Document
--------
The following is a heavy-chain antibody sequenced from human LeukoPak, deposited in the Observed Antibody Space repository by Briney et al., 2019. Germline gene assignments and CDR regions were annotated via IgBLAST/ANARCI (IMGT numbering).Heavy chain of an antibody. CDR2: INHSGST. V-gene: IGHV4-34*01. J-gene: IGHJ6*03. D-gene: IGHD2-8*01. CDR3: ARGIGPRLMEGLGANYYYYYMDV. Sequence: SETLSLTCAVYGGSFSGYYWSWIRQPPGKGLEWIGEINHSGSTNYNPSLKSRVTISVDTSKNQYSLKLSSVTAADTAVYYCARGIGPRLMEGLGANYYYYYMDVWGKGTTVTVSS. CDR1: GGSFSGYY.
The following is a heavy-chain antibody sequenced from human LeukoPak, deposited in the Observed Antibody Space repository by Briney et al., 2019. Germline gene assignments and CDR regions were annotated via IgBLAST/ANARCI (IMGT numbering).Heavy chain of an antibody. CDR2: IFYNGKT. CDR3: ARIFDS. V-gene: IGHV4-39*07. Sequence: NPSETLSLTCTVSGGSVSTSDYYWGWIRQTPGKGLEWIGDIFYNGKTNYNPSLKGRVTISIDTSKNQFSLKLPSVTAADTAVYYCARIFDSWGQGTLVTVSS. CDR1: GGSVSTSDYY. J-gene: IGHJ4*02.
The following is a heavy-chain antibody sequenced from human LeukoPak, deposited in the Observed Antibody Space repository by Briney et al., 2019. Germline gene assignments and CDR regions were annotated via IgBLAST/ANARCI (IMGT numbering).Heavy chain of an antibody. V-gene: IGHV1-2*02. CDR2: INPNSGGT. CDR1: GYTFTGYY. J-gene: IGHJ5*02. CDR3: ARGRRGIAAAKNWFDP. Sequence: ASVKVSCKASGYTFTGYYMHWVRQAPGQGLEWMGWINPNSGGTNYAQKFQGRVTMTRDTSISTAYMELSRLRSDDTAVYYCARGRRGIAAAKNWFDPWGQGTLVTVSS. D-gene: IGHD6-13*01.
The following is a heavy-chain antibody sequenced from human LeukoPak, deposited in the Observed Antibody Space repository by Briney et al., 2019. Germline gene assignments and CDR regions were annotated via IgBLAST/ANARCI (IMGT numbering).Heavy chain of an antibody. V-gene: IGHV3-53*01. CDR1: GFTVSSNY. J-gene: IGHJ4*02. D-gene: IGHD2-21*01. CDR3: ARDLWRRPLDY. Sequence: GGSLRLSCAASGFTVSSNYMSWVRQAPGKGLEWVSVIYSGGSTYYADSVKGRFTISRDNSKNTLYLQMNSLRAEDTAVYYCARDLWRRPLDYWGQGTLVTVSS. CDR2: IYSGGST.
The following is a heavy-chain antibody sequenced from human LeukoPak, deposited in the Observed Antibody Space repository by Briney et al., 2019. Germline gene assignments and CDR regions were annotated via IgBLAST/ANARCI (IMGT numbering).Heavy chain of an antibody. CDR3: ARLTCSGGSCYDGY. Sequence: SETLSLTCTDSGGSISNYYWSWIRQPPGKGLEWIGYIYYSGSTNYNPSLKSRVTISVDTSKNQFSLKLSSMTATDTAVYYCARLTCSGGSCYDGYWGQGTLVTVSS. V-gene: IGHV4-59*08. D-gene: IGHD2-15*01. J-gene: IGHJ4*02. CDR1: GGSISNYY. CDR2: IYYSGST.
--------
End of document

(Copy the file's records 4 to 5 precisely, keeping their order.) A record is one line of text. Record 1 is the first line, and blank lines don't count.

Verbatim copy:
The following is a heavy-chain antibody sequenced from human LeukoPak, deposited in the Observed Antibody Space repository by Briney et al., 2019. Germline gene assignments and CDR regions were annotated via IgBLAST/ANARCI (IMGT numbering).Heavy chain of an antibody. V-gene: IGHV3-53*01. CDR1: GFTVSSNY. J-gene: IGHJ4*02. D-gene: IGHD2-21*01. CDR3: ARDLWRRPLDY. Sequence: GGSLRLSCAASGFTVSSNYMSWVRQAPGKGLEWVSVIYSGGSTYYADSVKGRFTISRDNSKNTLYLQMNSLRAEDTAVYYCARDLWRRPLDYWGQGTLVTVSS. CDR2: IYSGGST.
The following is a heavy-chain antibody sequenced from human LeukoPak, deposited in the Observed Antibody Space repository by Briney et al., 2019. Germline gene assignments and CDR regions were annotated via IgBLAST/ANARCI (IMGT numbering).Heavy chain of an antibody. CDR3: ARLTCSGGSCYDGY. Sequence: SETLSLTCTDSGGSISNYYWSWIRQPPGKGLEWIGYIYYSGSTNYNPSLKSRVTISVDTSKNQFSLKLSSMTATDTAVYYCARLTCSGGSCYDGYWGQGTLVTVSS. V-gene: IGHV4-59*08. D-gene: IGHD2-15*01. J-gene: IGHJ4*02. CDR1: GGSISNYY. CDR2: IYYSGST.